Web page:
Comparing Smith, And Reimer's 'The Question Of Elitism'

Decent Essays

The two articles by Smith and Reimer demonstrate differing beliefs about elitism, populism, and art excellence. Smith’s article “The Question of Elitism” attempts to expel elitism’s negative connotations. Elitists value the tradition of historical masterpieces; however, they do not dismiss popular, minority, and modern art. He states that the concept of self is a vital democratic principle, and art appreciation encourages the development of selfhood. Reimer’s article “Response to Elitism” refutes some of Smith’s statements about elitism, includes positive aspects of populism, and claims there are problems defining elitism in art because of the elitist belief that art must be judged on one scale. Smith and Reimer clearly have opposite biases …show more content…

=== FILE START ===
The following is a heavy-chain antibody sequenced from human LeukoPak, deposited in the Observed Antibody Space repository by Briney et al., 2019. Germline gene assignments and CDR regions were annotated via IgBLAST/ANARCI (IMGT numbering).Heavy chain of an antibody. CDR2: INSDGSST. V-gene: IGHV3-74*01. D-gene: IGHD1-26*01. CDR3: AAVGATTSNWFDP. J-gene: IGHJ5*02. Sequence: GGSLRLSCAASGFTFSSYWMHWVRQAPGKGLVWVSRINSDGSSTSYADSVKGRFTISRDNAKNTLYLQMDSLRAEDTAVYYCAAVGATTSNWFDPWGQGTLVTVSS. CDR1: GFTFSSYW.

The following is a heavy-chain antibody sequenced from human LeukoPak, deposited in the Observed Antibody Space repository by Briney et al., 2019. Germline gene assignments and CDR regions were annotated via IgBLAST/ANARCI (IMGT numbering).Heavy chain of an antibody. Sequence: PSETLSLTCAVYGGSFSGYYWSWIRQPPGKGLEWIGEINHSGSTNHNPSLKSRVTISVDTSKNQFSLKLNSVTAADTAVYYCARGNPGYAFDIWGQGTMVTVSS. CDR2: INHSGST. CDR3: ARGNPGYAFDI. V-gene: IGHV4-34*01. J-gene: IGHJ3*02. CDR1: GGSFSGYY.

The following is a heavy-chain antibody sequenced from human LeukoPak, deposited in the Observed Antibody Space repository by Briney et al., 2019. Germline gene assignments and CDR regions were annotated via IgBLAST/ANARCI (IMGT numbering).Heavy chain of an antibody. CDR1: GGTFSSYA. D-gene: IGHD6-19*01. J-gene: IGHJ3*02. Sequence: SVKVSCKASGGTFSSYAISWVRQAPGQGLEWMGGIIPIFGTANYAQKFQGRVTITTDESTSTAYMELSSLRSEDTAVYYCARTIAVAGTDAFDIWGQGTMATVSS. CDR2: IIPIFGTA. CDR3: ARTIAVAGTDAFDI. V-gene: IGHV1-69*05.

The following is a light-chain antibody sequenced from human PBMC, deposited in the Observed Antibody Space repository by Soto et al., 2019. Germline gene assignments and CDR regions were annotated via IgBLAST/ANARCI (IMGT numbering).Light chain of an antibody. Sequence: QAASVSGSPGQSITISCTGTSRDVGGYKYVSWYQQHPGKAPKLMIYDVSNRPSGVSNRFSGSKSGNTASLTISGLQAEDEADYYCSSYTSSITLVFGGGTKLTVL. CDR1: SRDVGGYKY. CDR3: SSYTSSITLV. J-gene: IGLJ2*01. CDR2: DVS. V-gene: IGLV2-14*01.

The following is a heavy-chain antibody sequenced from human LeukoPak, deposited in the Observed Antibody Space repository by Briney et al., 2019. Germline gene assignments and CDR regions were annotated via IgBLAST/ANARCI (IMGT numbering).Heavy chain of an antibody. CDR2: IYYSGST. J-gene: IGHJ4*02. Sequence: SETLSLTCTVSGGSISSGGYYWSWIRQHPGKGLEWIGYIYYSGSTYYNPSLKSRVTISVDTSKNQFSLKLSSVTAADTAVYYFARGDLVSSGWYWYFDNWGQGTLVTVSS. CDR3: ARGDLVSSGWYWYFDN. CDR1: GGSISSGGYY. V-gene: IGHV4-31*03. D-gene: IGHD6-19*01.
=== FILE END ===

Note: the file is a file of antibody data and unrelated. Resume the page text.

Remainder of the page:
Smith defends that the public, specifically children, “are often uncertain of their tastes and need to know something” about different aspects of art before defining their tastes and opinions (Smith, 8). Reimer retorts this by declaring, “People are not dumb” and know elitists only wish to educate them to attempt to change their tastes (Reimer, 24-25). Reimer believes that children should learn that art is judged by specific criteria they can apply. Children should learn about elitism and populism in order “to be free to enjoy the arts with intelligence” (Reimer 25). Smith and Reimer both believe in art education, but the elitism point of view includes more guidance, while the populist one includes more free personal opinion. In conclusion, these two articles are connected through the different points of view of elitism and populism. Elitists want one excellence scale, and populists want relative scales. Smith claims the public needs more guidance in art appreciation, and Reimer disagrees with elitist curriculum. These authors have contrasting points of view, but they are connected by the excellence criteria scales and the mutual belief in the importance of art

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